“What’s her power source?” Quinn flipped open the folder to scan the roster. She didn’t know what she expected. Some kind of zing of recognition when she saw her name in black and white, maybe. An invisible weight pressed on her, and she glanced up to meet Nick’s eyes. Instead of distant and reserved, they were warm, encouraging. Quinn flushed and looked back down, flustered. She wasn’t sure how to interpret that, and she was too raw to try right now.

  She forced herself to concentrate on the roster. Sam had highlighted Marley’s listing, the word “crystals” circled as her power source.

  “She can pretty much bring her power anywhere she goes,” Sam said.

  “Son of a bitch,” Nick growled, clearly taking that as evidence against Marley.

  Sam frowned at him. “I don’t know what level her power is. Crystals have been used as a focusing medium for centuries, so—”

  “It could be limitless,” Quinn finished. She set the folder down and covered her face with her hands, resting her burning eyes.

  “You’re not reacting like I expected,” Sam said. “What’s wrong?”

  “She’s not overjoyed that she has a powerful goddess sister who might be evil.” Nick moved to sit next to her and rubbed his hand up and down her back. It went far to negate the pain of his rejection a few minutes ago.

  “What are you talking about?” Sam demanded.

  Quinn shrugged at Nick to bring him up to date.

  “The goons who kidnapped—”

  “Abducted,” she corrected from behind her hands. “I’m not a child.”

  “The goons who took her from the convenience store said a woman was in charge. They were under orders not to hurt Quinn.”

  “That’s weird.”

  “She could also have been behind the hotel attack and your car accident.”

  “The flash I saw could have been a crystal set in a puddle,” Sam agreed. “She could have been watching and focused her energy through it to flip my car.”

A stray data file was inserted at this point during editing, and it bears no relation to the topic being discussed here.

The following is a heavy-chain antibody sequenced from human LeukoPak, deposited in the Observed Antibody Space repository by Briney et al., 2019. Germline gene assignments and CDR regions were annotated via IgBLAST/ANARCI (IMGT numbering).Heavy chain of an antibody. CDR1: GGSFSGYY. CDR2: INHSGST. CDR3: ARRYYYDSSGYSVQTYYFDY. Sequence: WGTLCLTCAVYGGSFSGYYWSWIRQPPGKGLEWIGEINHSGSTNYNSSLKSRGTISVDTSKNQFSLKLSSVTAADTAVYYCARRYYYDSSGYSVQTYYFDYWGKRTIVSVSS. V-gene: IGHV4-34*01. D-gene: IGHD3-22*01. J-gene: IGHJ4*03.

“And used the same energy to control the flip so you didn’t get killed.”

  Quinn raised her head to see Sam nodding. “It makes sense. Endanger me, then make Quinn afraid to pursue whatever trail we were on. I thought I imagined the slow motion of the Camaro’s roll, but maybe it actually was.”

  “Same thing with the hotel,” Nick said. “The noise and tossing stuff around? Amateurish. But instead of someone who didn’t have control over their power, like the leech…”

  Quinn stood and walked to the stainless steel sink. “It could have been someone holding back, giving us time to get out. It would be frightening enough to make us think it was real, without intending to hurt us.” She took a short glass from the plastic drainer and filled it with water, then drank it without turning. Every movement was a struggle against the heavy awareness that her flesh and blood could be working against her. Not simply ignoring her existence but willfully acting, maybe even trying to harm her. They assumed the lack of physical damage was intentional, but maybe it was luck.

  “There’s something else, Quinn. Not about your sister,” Sam said, “but I got an e-mail while I was on the road. From Alana.”

  Quinn turned. “She e-mailed you? Like she knew I wouldn’t get it?” God, she’d become suspicious of everything.

  He shrugged. “No, she copied me on it. Everyone knows I do all your work for you.”

  She managed a small smile.

  “They found Jennifer Hollinger.”

  Her breath caught in her throat. “Alive?”

  “Barely. She was on an island in the river. Dehydrated, undernourished, scratched, and wearing torn clothes, like she’d been wandering for a few days. Disoriented, too, but one thing was clear.”

  “She’d been leeched.”


  “Dammit.” Poor Jennifer. She didn’t know her, but tears stung her eyelids anyway. If they’d moved faster, she might have prevented this. Where the hell had the Society and their security team been? What was the Protectorate doing to keep this from happening? “Not much point in going to Mississippi now.”

  “Nope,” Sam said.

  “There’s only one thing to do, then.”

  “No, Quinn,” Nick warned.

  Sam leaned over his laptop, fingers flying over the keys. “You want to go to Maine.”

  “I said no.” Nick stood, his hands in fists. “You don’t know enough. She endangered you, whether or not she intended to hurt you. She could be working with the leech. Someone created him.”

  Quinn’s stomach lurched. She hadn’t taken her thoughts all the way there. “I know.” As much as she wanted to rush to Maine, and prove them wrong, she wasn’t a fool. “But there’s no way to learn much about Marley from here.”